A 12-hour shift is a norm in most hospitals and most nurses like them. After all, four days off a week is a sweet deal. However, working 12 consecutive hours on your feet can take a toll. 12-hour nursing shifts have their pros and cons, and here are a few of them.
The Pros of a 12-Hour Nursing Shift
From a management perspective, a 12-hour nursing shift does offer advantages. There is increased continuity, reduced absenteeism and an increase in morale. For you, a 12-hour shift does have benefits, including:
- More days off. Yes, a 12-hour shift is more extended, but having four days off per week is lovely. Extra time off through the week is ideal for spending time with your family, taking care of appointments and doing chores.
- You can provide better care for patients. Every time nurses need to step away from a patient, the level of care decreases. Over time, this adds up. A 12-hour shift requires one report exchange, while an eight-hour shift requires three. The 12-hour shift leaves less room for error.
- You can spend more time with your family and friends. When you work three days per week and have four days a week off, you have additional time to create memories with your loved ones. This situation is ideal for working moms who want to spend time with their young children.
- You might be able to save money. You can conserve money on your gas bill by commuting to work less each week, not to mention the time you will also save.
- You can take a mini-vacation without using your vacation time. When you have four days off consecutively, you have time to sneak in a beautiful vacation without using up your valuable vacation time. Furthermore, you have time for medical and dental appointments without using personal time off.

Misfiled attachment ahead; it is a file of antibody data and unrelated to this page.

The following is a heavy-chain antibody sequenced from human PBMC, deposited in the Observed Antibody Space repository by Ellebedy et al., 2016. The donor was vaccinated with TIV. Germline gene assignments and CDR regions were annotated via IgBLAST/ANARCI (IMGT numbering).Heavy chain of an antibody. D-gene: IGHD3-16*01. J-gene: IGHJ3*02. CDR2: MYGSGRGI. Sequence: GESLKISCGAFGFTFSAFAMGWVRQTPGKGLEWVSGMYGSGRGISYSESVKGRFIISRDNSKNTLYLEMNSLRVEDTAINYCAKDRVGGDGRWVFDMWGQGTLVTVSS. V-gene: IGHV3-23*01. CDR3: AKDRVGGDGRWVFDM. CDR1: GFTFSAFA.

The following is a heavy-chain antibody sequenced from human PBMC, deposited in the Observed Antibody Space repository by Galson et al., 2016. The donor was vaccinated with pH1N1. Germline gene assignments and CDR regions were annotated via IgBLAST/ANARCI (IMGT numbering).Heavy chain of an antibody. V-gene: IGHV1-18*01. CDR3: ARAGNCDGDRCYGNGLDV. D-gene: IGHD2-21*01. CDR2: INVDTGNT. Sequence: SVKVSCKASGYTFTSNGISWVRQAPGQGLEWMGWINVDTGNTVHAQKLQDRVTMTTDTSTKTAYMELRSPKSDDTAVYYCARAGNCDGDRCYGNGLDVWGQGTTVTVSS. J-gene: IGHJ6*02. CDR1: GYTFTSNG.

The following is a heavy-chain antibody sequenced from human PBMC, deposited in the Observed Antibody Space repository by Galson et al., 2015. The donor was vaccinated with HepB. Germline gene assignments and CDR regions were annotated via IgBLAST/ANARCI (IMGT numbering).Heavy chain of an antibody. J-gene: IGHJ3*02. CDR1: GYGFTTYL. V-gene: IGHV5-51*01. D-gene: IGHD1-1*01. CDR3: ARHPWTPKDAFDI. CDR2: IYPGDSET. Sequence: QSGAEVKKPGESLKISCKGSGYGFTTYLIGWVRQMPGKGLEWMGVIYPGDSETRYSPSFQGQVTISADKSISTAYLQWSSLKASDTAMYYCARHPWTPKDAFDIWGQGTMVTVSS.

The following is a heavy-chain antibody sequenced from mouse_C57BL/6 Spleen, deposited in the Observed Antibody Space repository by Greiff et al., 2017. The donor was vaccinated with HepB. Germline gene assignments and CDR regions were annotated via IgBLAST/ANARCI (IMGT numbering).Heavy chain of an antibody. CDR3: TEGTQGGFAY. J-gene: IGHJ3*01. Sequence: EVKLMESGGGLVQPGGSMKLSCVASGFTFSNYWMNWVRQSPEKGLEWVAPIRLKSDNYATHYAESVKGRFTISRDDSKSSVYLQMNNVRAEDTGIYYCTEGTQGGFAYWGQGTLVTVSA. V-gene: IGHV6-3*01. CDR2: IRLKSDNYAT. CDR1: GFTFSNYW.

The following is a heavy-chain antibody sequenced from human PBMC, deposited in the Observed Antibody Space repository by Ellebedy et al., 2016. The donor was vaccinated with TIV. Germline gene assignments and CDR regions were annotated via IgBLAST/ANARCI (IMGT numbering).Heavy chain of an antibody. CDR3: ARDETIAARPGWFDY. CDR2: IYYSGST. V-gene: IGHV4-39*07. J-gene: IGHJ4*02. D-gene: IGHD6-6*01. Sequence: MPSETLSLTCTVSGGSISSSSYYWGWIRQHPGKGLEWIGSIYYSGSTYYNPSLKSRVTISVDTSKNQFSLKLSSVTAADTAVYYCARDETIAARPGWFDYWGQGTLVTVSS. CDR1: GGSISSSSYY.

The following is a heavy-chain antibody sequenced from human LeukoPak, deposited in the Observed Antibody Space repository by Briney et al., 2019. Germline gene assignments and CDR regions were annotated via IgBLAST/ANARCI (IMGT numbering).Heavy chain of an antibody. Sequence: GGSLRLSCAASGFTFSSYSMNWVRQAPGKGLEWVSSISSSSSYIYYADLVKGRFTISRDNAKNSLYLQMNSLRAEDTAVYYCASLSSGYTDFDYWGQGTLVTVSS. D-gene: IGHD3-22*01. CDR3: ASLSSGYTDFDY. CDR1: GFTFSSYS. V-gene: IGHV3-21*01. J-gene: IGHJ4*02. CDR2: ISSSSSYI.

The Cons of a 12-Hour Nursing Shift
Just like anything else, there are disadvantages to working a 12-hour nursing shift. Negatives may include the following:
- A 12-hour day is a long day. Although nurses enjoy the scheduling flexibility that accompanies a 12-hour shift, they also report higher levels of burnout than those who work eight-hour shifts. Furthermore, nurse burnout often leads to high rates of patient dissatisfaction.
- You are more susceptible to adverse health outcomes. 12-hour shifts leave little time for nurses to meet their personal needs, resulting in their own set of health problems. Back pain, sore feet, headaches, and physical and mental exhaustion are common complaints.
- Exhaustion leads to mistakes. Burnout and fatigue add up, resulting in the chance for committing simple errors. Unfortunately, in health care, small mistakes often have dire consequences.
- Your days off are recovery days. A 12-hour shift can take a significant toll on a nurse. Recovery often means staying in bed on your days off, trying to recuperate. Unfortunately, when you finally feel rested, it is time to go back to work.
- Burnout. With long, 12-hour shifts, burnout is often inevitable. Burnout affects us mentally, physically and emotionally, and it can damage jobs and relationships. Worse still, burnout can endanger your patients.
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